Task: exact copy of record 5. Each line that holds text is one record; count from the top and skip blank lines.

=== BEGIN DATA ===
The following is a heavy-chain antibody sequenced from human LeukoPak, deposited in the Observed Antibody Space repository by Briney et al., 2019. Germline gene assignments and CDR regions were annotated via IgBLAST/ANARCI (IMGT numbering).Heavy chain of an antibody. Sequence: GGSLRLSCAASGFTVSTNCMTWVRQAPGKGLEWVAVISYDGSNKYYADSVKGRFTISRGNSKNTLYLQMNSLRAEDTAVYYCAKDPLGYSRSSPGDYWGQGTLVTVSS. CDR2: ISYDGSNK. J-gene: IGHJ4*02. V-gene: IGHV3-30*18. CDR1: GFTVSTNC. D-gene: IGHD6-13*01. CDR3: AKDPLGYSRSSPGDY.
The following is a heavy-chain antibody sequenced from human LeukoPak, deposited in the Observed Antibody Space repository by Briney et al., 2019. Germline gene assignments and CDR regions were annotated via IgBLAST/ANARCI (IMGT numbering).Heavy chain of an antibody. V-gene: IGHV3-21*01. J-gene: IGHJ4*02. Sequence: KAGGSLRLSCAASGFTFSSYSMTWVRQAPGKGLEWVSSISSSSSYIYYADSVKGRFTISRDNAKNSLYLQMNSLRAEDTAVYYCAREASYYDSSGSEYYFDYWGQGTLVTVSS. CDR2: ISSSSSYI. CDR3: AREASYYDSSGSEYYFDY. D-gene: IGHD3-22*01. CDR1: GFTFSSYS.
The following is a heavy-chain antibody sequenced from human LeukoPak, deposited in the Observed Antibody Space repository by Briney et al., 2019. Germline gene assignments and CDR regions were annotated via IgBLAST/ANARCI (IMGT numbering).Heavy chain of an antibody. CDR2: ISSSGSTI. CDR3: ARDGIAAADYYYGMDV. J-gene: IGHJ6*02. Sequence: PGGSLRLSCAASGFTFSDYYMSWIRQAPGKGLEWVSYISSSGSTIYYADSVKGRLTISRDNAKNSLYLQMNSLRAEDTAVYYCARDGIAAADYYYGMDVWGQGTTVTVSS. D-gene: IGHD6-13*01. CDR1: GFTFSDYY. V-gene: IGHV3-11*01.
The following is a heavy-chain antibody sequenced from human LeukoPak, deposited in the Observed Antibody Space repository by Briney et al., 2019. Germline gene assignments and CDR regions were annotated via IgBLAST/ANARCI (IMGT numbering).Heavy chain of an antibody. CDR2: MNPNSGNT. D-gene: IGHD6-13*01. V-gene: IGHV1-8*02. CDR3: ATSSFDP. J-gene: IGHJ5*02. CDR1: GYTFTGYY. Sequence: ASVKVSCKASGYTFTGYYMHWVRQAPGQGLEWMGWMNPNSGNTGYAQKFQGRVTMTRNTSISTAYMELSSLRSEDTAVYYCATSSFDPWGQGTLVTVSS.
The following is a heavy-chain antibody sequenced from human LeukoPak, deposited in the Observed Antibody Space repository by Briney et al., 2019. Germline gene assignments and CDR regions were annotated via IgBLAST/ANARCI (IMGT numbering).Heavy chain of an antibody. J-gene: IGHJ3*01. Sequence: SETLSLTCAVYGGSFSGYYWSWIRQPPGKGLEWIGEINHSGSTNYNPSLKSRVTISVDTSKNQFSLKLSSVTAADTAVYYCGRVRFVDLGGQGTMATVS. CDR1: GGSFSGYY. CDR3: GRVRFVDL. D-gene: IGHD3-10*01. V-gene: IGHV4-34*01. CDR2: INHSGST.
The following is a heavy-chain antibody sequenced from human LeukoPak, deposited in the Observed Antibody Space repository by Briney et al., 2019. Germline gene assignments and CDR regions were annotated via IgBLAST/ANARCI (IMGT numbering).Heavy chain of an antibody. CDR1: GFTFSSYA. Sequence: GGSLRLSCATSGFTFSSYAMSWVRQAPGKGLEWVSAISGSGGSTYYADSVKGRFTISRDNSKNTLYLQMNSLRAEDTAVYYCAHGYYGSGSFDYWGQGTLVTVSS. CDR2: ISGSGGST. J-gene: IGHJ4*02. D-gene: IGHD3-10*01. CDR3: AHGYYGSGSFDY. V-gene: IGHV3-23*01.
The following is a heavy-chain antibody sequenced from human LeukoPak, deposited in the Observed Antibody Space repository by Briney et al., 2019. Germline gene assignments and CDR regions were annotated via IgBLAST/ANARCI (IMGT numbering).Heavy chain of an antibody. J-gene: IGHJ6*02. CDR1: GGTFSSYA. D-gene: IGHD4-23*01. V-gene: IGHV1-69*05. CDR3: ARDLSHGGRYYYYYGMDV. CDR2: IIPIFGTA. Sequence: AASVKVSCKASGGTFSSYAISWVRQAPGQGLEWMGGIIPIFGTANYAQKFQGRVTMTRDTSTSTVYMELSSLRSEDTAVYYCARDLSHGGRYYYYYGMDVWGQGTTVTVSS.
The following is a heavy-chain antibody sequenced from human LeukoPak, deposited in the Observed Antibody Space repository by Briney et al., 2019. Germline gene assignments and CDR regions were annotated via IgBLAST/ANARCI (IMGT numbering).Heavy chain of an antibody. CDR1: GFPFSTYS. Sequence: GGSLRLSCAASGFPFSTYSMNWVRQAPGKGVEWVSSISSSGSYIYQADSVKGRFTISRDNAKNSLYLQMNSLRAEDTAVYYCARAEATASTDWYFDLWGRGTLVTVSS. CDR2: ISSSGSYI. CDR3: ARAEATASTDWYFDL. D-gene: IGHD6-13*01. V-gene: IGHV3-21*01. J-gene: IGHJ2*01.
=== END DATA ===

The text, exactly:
The following is a heavy-chain antibody sequenced from human LeukoPak, deposited in the Observed Antibody Space repository by Briney et al., 2019. Germline gene assignments and CDR regions were annotated via IgBLAST/ANARCI (IMGT numbering).Heavy chain of an antibody. J-gene: IGHJ3*01. Sequence: SETLSLTCAVYGGSFSGYYWSWIRQPPGKGLEWIGEINHSGSTNYNPSLKSRVTISVDTSKNQFSLKLSSVTAADTAVYYCGRVRFVDLGGQGTMATVS. CDR1: GGSFSGYY. CDR3: GRVRFVDL. D-gene: IGHD3-10*01. V-gene: IGHV4-34*01. CDR2: INHSGST.